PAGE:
SUMMARY OF THE INVENTION

According to the present invention, the method of electrochemically grinding a workpiece by a rotating electrically conductive, abrasive wheel electrode with a machining surface constituted by an electrically conductive matrix and a layer of electrically nonconductive abrasive protrusions projecting therefrom, comprises the steps of preparing said wheel electrode with the machining surface of a contour complementary to that to be imparted to the workpiece, treating the machining surface so as to impart thereto a conductivity which locally varies as a function of the geometric characteristics of the machining surface and electromechanically grinding the workpiece with the treated machining surface.

Advantageously, in carrying out the treatment step, electrically conductive material can be removed from the surface region of said wheel contour in the thickness of the conductive layer thereby controlled so as to obtain the desired conductive distribution in said machining surface.

While any other suitable method may be employed, it has been found to be advantageous to effect such material removal electrochemically by juxtaposing a treatment electrode with the machining surface of the wheel electrode in the presence of a liquid electrolyte therebetween and passing an electrochemical machining current between the treatment electrode which is poled cathodic and the wheel electrode poled anodically to electrolytically dissolve material from the surface region of the wheel contour.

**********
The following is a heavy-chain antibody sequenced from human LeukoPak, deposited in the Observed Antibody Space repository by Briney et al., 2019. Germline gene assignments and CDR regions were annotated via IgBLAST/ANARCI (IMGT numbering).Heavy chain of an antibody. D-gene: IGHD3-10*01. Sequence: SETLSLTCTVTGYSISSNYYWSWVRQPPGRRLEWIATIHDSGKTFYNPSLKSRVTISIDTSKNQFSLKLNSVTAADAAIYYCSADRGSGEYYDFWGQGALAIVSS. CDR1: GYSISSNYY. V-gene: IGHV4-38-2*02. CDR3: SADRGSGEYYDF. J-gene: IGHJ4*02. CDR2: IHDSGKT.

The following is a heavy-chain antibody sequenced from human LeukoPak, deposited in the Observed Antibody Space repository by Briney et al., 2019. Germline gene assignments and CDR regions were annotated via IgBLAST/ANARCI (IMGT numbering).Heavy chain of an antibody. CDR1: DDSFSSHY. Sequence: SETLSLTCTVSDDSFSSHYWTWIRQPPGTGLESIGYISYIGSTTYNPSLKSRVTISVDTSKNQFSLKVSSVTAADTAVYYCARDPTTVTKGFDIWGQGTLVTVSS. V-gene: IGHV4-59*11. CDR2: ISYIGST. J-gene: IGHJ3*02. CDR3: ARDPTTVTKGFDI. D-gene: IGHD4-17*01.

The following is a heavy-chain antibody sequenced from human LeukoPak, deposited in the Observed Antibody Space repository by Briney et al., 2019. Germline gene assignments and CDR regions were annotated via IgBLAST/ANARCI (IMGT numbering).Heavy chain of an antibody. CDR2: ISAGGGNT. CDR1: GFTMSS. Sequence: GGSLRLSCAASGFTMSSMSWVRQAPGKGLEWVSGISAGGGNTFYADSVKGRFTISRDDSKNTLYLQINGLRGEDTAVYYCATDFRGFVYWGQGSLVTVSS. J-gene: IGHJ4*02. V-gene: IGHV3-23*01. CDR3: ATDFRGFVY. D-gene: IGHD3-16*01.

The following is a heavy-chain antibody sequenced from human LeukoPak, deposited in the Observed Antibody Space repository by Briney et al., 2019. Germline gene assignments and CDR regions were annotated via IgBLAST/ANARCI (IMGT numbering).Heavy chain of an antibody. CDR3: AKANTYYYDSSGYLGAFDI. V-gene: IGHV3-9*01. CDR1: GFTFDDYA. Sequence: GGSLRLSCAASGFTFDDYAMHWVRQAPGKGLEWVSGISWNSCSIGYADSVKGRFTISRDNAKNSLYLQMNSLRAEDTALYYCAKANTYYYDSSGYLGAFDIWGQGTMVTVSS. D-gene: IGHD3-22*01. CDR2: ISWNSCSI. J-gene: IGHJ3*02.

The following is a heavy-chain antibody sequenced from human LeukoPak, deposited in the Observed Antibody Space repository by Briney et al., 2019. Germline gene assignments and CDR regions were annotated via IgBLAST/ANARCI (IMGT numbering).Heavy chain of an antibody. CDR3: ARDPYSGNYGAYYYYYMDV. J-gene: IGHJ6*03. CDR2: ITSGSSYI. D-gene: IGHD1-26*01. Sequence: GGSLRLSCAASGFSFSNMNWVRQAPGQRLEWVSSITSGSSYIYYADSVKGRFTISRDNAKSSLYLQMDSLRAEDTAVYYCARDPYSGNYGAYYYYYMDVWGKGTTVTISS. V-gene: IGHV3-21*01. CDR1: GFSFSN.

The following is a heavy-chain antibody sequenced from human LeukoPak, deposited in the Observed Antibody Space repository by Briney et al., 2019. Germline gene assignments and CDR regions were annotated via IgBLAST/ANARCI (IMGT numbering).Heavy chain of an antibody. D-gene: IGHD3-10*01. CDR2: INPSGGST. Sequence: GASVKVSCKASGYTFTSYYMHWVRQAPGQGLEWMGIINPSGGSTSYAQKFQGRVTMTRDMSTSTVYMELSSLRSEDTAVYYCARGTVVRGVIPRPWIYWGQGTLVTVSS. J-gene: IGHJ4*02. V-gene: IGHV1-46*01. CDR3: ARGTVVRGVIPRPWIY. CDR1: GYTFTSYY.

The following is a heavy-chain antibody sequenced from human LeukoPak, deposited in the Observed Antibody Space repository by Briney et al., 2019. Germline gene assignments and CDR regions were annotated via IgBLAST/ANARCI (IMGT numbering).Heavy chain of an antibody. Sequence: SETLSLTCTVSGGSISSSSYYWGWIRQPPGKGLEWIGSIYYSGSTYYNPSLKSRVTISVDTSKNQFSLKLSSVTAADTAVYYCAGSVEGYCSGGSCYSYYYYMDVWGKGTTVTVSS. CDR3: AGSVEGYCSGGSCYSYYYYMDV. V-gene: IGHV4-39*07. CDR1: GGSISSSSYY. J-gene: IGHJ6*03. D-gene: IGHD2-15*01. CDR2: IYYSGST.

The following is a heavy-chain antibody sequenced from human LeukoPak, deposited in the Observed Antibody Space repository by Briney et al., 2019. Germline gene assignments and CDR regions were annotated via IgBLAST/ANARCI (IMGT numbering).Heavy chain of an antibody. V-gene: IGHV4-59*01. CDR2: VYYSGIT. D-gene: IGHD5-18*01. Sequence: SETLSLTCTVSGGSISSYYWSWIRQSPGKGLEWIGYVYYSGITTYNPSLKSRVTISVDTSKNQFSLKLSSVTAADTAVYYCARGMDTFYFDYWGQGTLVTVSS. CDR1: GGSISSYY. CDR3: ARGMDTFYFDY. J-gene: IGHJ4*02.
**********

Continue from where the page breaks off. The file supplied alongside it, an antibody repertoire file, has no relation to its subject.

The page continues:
In order to achieve a desired conductive distribution over the machining surface, one of several arrangements described hereinafter is advantageously employed.

In carrying out the wheel-conductivity control step, and electrochemical grinding machine utilized to perform the workpiece-machining operation can conveniently be utilized and may carry the wheel electrode in rotary position on the spindle. The treatment electrode may be brought into juxtaposition with this rotating wheel electrode.

The treatment electrode may be a stylus-type electrode which sweeps over the machining surface of the wheel electrode at varying speeds under a numerical control system to obtain a desired pattern of locally varied amount of electrolytic dissolution.